Does it suggest we have more rogue leaders in Africa? Or is it that we have poorer legal systems in the developing world?

I do not believe that there are more “rogue” leaders in Africa. History has shown that there is no safe haven for evil people – all corners of the world have had their equal share of leaders who have committed heinous crimes. However, some parts of the world have done a better job of advocating for and protecting human rights, as well as bringing to justice those who have committed international crimes.  For instance, Europe has the European Court of Human Rights, governed by the European Convention on Human Rights to which 47 States are party. Consequently, victims of violations committed by the State have a supra-national entity which ensures that States adhere to human rights obligations. Whereas the European Court of Human Rights has been in place for over fifty years, the African Court on Human and People’s Rights was only established in 2004 and is thus still in its infancy.

Naomi Campbell and Mia Farrow’s testimonies brought the trial to mainstream international media attention which had hitherto given it scant recognition. Was this a plus in your view? Or a media circus feeding frenzy which detracted from the main issues?

The media attention surrounding the testimony of Naomi Campbell and Mia Farrow undoubtedly played an important role as a catalyst in bringing attention to the atrocities committed during the Sierra Leonean war. The media did not shy away from showing the true impact that the war had on the civilian population. Consequently, I think beyond the testimony of celebrities, the horrors of the war and the fact that a former Head of State was facing trial for such heinous acts, are what ultimately kept people interested in the outcome of the trial.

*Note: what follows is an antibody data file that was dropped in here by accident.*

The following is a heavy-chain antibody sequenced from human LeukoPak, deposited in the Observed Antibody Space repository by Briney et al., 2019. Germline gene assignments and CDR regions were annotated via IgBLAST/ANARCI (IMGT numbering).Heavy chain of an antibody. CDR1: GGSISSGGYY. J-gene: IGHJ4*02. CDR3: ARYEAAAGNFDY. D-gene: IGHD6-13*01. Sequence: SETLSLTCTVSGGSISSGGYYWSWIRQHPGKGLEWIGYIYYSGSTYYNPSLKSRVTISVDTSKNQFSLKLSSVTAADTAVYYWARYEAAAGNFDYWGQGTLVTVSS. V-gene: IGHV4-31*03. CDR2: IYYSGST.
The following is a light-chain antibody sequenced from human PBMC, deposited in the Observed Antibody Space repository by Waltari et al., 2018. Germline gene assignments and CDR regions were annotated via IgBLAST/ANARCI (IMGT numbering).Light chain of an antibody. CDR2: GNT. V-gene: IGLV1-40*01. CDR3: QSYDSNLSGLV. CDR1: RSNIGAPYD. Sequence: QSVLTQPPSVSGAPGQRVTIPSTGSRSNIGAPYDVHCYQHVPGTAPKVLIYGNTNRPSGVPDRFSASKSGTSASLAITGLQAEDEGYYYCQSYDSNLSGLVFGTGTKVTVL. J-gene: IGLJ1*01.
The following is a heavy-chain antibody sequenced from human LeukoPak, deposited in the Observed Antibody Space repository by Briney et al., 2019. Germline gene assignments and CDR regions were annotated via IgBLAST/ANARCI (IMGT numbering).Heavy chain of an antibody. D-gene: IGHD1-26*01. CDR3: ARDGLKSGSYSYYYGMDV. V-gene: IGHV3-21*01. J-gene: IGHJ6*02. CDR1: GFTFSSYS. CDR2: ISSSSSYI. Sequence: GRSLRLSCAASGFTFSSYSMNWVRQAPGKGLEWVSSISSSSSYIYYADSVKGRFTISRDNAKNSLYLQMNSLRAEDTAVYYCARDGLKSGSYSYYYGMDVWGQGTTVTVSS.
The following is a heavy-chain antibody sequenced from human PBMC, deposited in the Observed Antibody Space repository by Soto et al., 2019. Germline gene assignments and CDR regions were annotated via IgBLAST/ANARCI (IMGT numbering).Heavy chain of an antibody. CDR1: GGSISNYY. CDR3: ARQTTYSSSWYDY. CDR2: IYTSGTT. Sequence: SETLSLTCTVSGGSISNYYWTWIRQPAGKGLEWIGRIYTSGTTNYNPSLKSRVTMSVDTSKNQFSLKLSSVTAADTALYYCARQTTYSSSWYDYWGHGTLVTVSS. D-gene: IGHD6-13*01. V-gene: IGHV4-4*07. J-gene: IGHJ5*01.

The United States has refused to sign the Rome Statute which created the ICC, yet they are in the forefront of promoting this form of international justice. Is this not a contradiction? Should America have a moral right to do be in the forefront? As an American, what are your views?

The United States is simply wrong in its reasons and justifications for not becoming a State Party to the Rome Statute. The US plays an important role in world leadership and is rightly at the forefront of promoting human rights, but its absence from the ICC is contradictory to its standing in the international community. It suggests that the United States is willing to support international justice, so long as it is not judged by the same standards. I hope that in the future the US will reverse its position on the ICC. There is some evidence that this may be happening, albeit slowly. As a permanent member of the UN Security Council, it voted in favour of referring the cases against Omar Hassan Ahmad Al Bashir, President of Sudan and Muammar Gadaffi, then President of Libya, and his son, Saif Al-Islam Gadaffi, to the ICC.

In your experience of war crime tribunals, what are the challenges these tribunals face?

The biggest challenge facing international war crimes tribunals is securing international support. International tribunals do not have their own police force or army to apprehend indicted war criminals. The tribunals depend solely on the cooperation of the international community to hold these individuals accountable for international crimes. The current case against Omar Hassan Ahmad Al Bashir highlights the importance of international cooperation. With state support he could be apprehended and swiftly brought to face trial before the ICC. However, more than three years after an arrest warrant was issued, he still remains President of Sudan and, due to a lack of support from states to apprehend him, he continues to freely travel in the region with immunity.

Charles Taylor’s trial took some 5 years and millions of dollars in resources. Was it worth it?

Yes, it is a small price to pay to ensure that those who have committed the most serious international crimes are brought to justice. It reflects the paradigm shift in international law that there is no immunity for crimes of this nature. The Taylor case reinforces the commitment of the international community to bring to justice those who have committed these crimes – if not today then tomorrow, and if not tomorrow, then at some time in the future. Accountability will trump immunity.